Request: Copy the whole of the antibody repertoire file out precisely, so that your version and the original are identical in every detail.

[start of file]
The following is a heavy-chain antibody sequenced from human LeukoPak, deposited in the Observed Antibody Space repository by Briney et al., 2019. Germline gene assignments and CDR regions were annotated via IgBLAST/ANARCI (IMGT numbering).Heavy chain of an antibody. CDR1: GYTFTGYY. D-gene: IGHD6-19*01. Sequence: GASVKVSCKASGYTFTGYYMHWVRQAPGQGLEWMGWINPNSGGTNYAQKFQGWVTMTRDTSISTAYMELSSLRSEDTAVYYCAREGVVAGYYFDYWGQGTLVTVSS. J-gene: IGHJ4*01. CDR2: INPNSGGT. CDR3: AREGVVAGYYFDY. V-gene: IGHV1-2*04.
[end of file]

The following is a heavy-chain antibody sequenced from human LeukoPak, deposited in the Observed Antibody Space repository by Briney et al., 2019. Germline gene assignments and CDR regions were annotated via IgBLAST/ANARCI (IMGT numbering).Heavy chain of an antibody. CDR1: GYTFTGYY. D-gene: IGHD6-19*01. Sequence: GASVKVSCKASGYTFTGYYMHWVRQAPGQGLEWMGWINPNSGGTNYAQKFQGWVTMTRDTSISTAYMELSSLRSEDTAVYYCAREGVVAGYYFDYWGQGTLVTVSS. J-gene: IGHJ4*01. CDR2: INPNSGGT. CDR3: AREGVVAGYYFDY. V-gene: IGHV1-2*04.